College of Science

$1.13 million USGS grant funds CSUMB/NASA water-use research

South Monterey County - Photo by Enid Baxter Ryce

Ag field in South Monterey County | Photo by Enid Baxter Ryce

October 9, 2023

AJ Purdy and Lee Johnson of CSU Monterey Bay’s Department of Applied Environmental Science have received a $1.13 million award from the U.S. Geological Survey to provide continued scientific leadership and software engineering in support of OpenET.  

Publicly launched in October 2021, OpenET is a data service that provides satellite-based information on evapotranspiration (when water evaporates or transpires from plants) in accessible and usable formats for partners and stakeholders throughout the western United States. 

The work is expected to lead to advances in the sustainability of water supplies for agriculture, as well as new information products with value for California farmers and wildland firefighters.

On Oct. 3, 2023, the OpenET consortium, launched the OpenET application programming interface to simplify data access and enable other software and data processing tools to use the data.

“OpenET fills an enormous gap in water data,” said Purdy. “We look forward to continuing to optimize and improve the delivery of relevant water data to stakeholders and we are eager to have students participate in this work." 

Both Purdy and Johnson are adjunct faculty and research scientists with CSUMB. Susan Alexander, professor and chair of the Department of Applied Environmental Science, is the CSUMB/NASA Co-op principal investigator. Forrest Melton, previously with CSUMB, and now a senior scientist at NASA Ames Research Center, is the OpenET project scientist. He was recently awarded a medal by the space agency for his work to advance the use of satellite data for water resources management while at CSUMB.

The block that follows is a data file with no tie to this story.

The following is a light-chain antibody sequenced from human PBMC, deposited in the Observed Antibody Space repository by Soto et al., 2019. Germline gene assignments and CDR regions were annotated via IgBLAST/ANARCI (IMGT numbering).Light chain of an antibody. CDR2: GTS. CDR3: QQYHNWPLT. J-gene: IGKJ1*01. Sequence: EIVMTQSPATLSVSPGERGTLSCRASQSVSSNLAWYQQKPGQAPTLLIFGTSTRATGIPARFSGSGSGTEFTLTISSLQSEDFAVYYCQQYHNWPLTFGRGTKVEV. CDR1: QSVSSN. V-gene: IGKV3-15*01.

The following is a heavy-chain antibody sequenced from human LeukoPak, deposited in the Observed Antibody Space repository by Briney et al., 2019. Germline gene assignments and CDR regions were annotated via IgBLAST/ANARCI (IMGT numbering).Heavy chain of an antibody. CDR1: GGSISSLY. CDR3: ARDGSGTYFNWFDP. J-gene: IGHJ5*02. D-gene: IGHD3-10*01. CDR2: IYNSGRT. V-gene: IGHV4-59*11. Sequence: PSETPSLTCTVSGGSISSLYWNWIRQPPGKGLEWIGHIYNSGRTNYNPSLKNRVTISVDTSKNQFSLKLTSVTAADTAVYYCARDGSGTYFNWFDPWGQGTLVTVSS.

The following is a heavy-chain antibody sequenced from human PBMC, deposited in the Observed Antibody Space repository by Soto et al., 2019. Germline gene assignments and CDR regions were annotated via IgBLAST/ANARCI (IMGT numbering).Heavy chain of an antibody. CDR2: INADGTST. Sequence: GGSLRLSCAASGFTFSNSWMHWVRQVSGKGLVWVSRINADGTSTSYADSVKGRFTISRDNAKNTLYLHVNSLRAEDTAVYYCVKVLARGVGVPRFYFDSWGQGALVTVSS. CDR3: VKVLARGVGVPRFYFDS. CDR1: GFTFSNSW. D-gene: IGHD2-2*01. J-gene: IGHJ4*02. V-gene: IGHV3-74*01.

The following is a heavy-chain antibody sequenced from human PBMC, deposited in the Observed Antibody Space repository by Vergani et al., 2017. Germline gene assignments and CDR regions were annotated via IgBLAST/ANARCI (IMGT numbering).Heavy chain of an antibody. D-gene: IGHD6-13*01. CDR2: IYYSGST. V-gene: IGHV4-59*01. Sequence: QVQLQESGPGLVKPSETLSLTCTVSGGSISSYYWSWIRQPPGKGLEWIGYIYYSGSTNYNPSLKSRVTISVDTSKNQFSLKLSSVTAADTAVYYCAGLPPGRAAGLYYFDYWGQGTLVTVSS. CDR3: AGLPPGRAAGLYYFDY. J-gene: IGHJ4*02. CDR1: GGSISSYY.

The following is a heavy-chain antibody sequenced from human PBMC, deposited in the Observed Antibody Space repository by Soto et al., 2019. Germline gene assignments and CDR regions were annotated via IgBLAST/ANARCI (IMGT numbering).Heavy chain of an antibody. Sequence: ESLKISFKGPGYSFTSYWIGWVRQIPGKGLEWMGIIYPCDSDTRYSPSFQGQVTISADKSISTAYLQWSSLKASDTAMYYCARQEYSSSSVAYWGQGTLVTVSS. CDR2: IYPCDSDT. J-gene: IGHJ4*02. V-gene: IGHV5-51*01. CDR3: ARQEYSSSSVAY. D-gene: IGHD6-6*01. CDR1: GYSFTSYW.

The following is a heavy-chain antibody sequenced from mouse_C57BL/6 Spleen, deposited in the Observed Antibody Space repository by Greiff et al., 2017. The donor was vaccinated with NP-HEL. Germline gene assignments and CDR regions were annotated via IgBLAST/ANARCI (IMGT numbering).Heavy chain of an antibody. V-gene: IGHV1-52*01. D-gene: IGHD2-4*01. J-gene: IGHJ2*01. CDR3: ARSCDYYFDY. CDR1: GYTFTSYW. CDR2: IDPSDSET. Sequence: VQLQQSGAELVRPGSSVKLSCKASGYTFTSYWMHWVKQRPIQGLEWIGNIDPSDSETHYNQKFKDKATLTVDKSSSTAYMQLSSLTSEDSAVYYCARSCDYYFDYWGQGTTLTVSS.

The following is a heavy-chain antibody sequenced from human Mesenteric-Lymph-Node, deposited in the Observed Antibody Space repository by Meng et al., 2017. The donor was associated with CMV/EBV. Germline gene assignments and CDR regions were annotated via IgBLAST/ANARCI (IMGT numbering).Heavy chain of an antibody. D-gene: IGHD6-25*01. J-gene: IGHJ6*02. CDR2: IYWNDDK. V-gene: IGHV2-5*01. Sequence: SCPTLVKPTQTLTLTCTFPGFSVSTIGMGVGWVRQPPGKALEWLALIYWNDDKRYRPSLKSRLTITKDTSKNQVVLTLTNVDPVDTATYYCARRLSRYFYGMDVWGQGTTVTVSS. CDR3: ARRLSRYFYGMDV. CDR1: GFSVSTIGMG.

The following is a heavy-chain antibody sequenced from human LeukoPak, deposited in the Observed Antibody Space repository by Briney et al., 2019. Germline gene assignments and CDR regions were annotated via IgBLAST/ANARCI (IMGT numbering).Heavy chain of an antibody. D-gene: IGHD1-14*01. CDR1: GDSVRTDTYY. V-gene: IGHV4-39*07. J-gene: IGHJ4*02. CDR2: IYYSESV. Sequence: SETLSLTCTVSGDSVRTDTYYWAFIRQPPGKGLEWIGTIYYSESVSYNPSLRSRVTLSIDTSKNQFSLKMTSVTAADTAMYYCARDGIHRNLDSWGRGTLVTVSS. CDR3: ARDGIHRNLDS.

The USGS funding will support advances in the science behind OpenET and lead to further improvements in the accuracy, reliability, and usability of data from OpenET for water resources management applications ranging in scale from major watersheds to individual farms.

Locally, the CSUMB team, with funding from the California State University Agricultural Research Institute and the California Department of Food and Agriculture, collects ground-based data in commercial fields to evaluate the OpenET system’s accuracy for major Central Coast specialty crops.

Student assistants will help with data analysis, laboratory and field-based aspects of the project. The new grant builds on a 25-plus-year cooperative research program between CSUMB and NASA, as well as other collaborators.